MONTREAL, Que. – Between 200,000 and 250,000 Quebec households change their address in a given year, according to Regie du Logement du Quebec, the agency that regulates landlord and tenant agreements in Quebec.
This year, Covid-19 will add to the stresses associated with moving day at the best of times.
“I had a lot of calls from people wondering if they were going to be able to move,” says Frederik Girard, director of the Montreal branch of Demenagement La Capitale, as the province approaches its traditional moving day of July 1.
At the very least, a temporary freeze on construction activities delayed completion dates for many new homes and condos.
Le Clan Panneton owner Pierre-Olivier Cyr says his business recorded 400 fewer moves than usual last month, due to the uncertainty that reigned in the days following a “pause” in Quebec business.
But Cyr and his team have been leveraging social media and television ads to reassure customers about hygiene standards and other precautions being taken during Covid-19. And the message appears to be sticking. “We made up for the delay we had on reservations,” he says.
The new focus is not limited to residential moves alone, however. Girard has seen commercial contracts postponed as well. Many of the clients that planned to move on a specific date in late march of April were forced to close physical locations. There wouldn’t be anyone to welcome the movers.
“I can’t go and move the offices without knowing the accesses, the people there,” says Girard.
But both moving companies say their trucks are ready to roll when customers are ready to move. Supplies of replacement components are at the ready.
“We tell people to buy local, but I also say to buy legal.”– Pierre-Olivier Cyr, Clan Panneton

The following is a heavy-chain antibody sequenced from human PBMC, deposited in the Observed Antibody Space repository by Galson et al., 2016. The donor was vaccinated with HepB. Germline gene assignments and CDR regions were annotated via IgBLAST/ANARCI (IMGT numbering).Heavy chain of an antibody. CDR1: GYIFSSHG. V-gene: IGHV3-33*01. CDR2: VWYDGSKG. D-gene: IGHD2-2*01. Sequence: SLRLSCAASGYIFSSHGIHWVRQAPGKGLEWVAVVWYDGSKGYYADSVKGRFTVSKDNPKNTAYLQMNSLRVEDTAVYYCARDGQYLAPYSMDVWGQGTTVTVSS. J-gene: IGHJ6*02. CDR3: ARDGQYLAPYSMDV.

Preparing employees can represent one of the bigger challenges, though. Cyr says it can be difficult to source personal protective equipment such as gloves, masks and disinfectant such as Purell or the sprays to disinfect vehicle interiors.
It’s a new cost to consider at the very least.
The bigger challenge, however, can relate to competitors who take jobs under the table. Some of those operations are moving staff onto the emergency Covid-19 relief benefits, and then offering the workers cash on the side, Cyr says.
“We tell people to buy local, but I also say to buy legal. Do business with companies that really pay their employees, who give you invoices, who pay taxes and [source contributions] because these are the companies that give back to society,” says the Clan Panneton owner.
The challenge is expected to rear its head during the peak moving period to come.
“The 1st of July, I need 300 employees. Will I be able?” he asks, referring to part-time workers who will be doing the math. “Why would I take 20 hours a week if I can make $500 to stay at home?”
Customers will present new demands of their own.
“There are a lot of customers who ask a lot more questions, who monitor what is going on more, and that is normal. People are stressed to see people who come to their homes and who they don’t know,” says La Capitale’s Girard.
Retirement residences, meanwhile, may place other restrictions on moving activities.
“We have to make sure that we have the right to do so,” says Cyr.
Then there are the steps to protect movers from exposure to Covid-19, since they will be sharing elevator buttons and stair railings with other residents. Social distancing is not always going to be possible when lifting a fridge or sharing the space in a truck cab.
“I can’t put plexiglass in my trucks to separate the three guys.”Pierre-Olivier Cyr, Clan Panneton
“I can’t put plexiglass in my trucks to separate the three guys,” says the owner of Clan Panneton.
Rising summer temperatures will add another level of discomfort for those who need to wear an added level of PPE, too.
“When you force yourself, you need to breathe and you want fresh air,” says Cyr. He is reaching out to discuss the additional potential of heat stroke during discussions with CNESST – the provincial agency that oversees workplace heath.
La Capitale is looking to minimize the risks by keeping teams together, and ensuring that protective gloves are always changed before entering a truck. Employees will be screened for signs of the virus before beginning work as well.
But for now, Girard says there is room for optimism.
“As the government announces re-openings, there are calls coming in for things in May,” he says.
At Clan Panneton, Cyr stresses the need to be flexible.
“In a crisis situation, you have to know how to manage in the shortest possible time,” he says. “We don’t plan for the future yet.”
- This article originally appeared in our sister publication, Transport Routier, and has been translated from original comments in French.
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